A Small Company Spotlights Crime in Mexico City

Written by Jason Simpkins
Posted November 21, 2019

While drug cartels have come to dominate much of Mexico, Mexico City has gained a reputation as an up-and-coming business and tourist hotspot.

But crime is on the rise.

Last year, 2018, was Mexico City’s most violent year to date. And 2019 opened with a record 257 murders in just the first two months.

However, one tiny company few people have heard of is now working to address this problem head on. It’s partnered with a smart-lighting manufacturer to integrate its cutting-edge security solutions with energy efficiency to literally shed a light on crime.

You see, this company makes security cameras, but that’s not all.

These cameras are special.

That’s because they don’t just film crime as it happens, they can identify specific people and a huge array of more than 500 weapons.

So if you’re a known gangster or cartel member, these cameras can recognize your face. If you’re carrying a gun, knife, machete, or any one of more than 500 deadly weapons, these cameras will detect it.

In essence, these aren’t just cameras; it’s more like having another cop on the beat.

And they’re installing 40,000 of them.

That’s 40,000 cutting-edge security cameras that are being deployed at businesses and residences right alongside energy-efficient smart lighting fixtures. They’ll also include motion sensors, wireless alarms, panic buttons, and a mobile app that will give citizens immediate access to 9-1-1 and city services.

Here’s what the CEO of the company had to say about it:

"When you look at smart cities, often you see a focus on commercial applications. This deployment is certainly that, but in addition to that it extends the reach of the security umbrella to residences. So this becomes really compelling. Not only are you delivering security and camera capabilities, but video analytics and access to city services and 9-1-1 on a mobile interface."

No doubt, collaboration is key.

For example, I live in Baltimore — a city that’s very familiar with crime.

Well, a lot of my neighbors have security cameras, and when a crime occurs it’s not uncommon for the police to check for residential video footage that may be helpful.

We also have community groups on Facebook where residents can solicit and share footage. On Monday night, someone crashed into my neighbor's car and fled the scene. By Wednesday, she’d gotten footage of the incident from a neighbor’s security camera and tracked down the culprit.

Similarly, police in Baltimore are now using residential cameras to patch together video and track criminals as they flee crime scenes.

That is exactly what this small company is doing — except it’s also integrating facial recognition software that can identify known criminals and weapons and alert authorities, giving them the chance to respond before a crime even takes place.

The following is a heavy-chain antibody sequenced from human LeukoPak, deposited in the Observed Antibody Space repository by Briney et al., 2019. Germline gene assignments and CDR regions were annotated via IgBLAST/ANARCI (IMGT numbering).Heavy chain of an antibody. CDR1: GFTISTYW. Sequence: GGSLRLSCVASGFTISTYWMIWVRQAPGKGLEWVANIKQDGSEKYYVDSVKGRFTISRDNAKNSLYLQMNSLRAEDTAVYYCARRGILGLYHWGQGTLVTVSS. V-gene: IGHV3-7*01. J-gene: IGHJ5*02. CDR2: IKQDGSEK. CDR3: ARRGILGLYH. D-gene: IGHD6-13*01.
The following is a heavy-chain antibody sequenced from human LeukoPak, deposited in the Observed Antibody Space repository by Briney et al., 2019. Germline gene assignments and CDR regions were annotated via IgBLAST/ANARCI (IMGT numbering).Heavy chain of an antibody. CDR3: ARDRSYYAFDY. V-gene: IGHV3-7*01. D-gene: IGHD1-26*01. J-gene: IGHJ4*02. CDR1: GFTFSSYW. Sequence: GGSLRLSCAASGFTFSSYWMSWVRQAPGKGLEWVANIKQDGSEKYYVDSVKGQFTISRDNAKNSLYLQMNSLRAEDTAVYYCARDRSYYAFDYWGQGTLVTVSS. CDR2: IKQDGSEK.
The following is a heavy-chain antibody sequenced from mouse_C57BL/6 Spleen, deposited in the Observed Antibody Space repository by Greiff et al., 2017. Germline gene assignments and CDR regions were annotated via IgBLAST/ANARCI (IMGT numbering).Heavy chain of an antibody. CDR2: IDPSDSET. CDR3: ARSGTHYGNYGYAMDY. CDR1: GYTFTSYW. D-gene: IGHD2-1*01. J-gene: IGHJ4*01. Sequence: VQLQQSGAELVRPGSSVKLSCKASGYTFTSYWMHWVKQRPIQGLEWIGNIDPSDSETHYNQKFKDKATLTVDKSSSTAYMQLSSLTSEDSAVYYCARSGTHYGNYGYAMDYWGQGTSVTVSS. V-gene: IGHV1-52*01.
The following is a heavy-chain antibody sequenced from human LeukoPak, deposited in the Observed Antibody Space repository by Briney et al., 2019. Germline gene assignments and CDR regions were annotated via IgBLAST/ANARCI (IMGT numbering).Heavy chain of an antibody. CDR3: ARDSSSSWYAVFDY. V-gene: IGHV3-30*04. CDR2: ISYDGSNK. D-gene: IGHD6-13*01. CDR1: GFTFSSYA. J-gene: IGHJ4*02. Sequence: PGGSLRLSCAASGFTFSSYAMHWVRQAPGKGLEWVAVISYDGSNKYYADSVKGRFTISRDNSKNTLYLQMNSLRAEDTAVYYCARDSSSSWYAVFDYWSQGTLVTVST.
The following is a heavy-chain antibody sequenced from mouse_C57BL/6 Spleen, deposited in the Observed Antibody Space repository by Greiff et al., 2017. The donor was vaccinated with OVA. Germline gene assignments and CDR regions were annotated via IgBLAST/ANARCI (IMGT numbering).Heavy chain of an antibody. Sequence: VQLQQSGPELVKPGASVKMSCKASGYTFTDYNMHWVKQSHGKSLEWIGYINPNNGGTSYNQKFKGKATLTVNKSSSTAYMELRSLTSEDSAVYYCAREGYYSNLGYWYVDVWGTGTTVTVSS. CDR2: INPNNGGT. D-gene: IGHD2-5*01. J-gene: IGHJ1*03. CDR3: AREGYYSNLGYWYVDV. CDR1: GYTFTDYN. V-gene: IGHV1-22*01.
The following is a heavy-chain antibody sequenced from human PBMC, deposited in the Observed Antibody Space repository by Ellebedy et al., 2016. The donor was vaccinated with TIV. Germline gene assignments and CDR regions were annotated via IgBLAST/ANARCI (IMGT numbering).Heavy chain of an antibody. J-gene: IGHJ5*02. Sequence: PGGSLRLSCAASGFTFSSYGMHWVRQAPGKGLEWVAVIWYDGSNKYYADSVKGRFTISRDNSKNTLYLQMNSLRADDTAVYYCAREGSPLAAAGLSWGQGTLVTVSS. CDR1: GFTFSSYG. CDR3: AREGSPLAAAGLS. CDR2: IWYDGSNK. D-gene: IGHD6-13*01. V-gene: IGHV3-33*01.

And they’re doing it at a relatively low cost.

These kits are relatively inexpensive, costing about $700–$950, which includes the monthly fee for the first two years and $5 a month after that.

Here’s what its new lighting partner had to say:

"Of all the software we looked at, [theirs] has the best algorithm for facial recognition, it's accurate as well as low cost. And the company has the flexibility to work closely with us to develop the project, to customize it for our specific needs. We have worked hand in hand."

If that’s not a glowing review I don’t know what is.

That’s why this technology is being deployed all over the world as we speak. It’s being put in stadiums, schools, and concert arenas, where it will help prevent the kinds of mass shootings we’ve seen ruin so many lives.

And on top of that, it also has a completely separate unique application — advertising.

You see, this technology is so advanced it can identify people by their gender and age range. That’s why it’s being installed in digital display ads to help marketers glean new insights into their consumers and the effectiveness of their advertisements.

Hidden away in a digital advertisement in the supermarket or subway, these cameras can tell how many eyeballs the display attracts and how long people watch it, as well as their gender and age group. And it does it all while scanning the crowd for weapons and known criminals.

How’s that for a 21st-century technology stock?

It’s destined for big things, no doubt.

So if you want to find out more about it, just click here to get my full report.

Fight on,

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Jason Simpkins

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Jason Simpkins is Assistant Managing Editor of the Outsider Club and Investment Director of The Wealth Warrior, a financial advisory focused on security companies and defense contractors. For more on Jason, check out his editor's page. 

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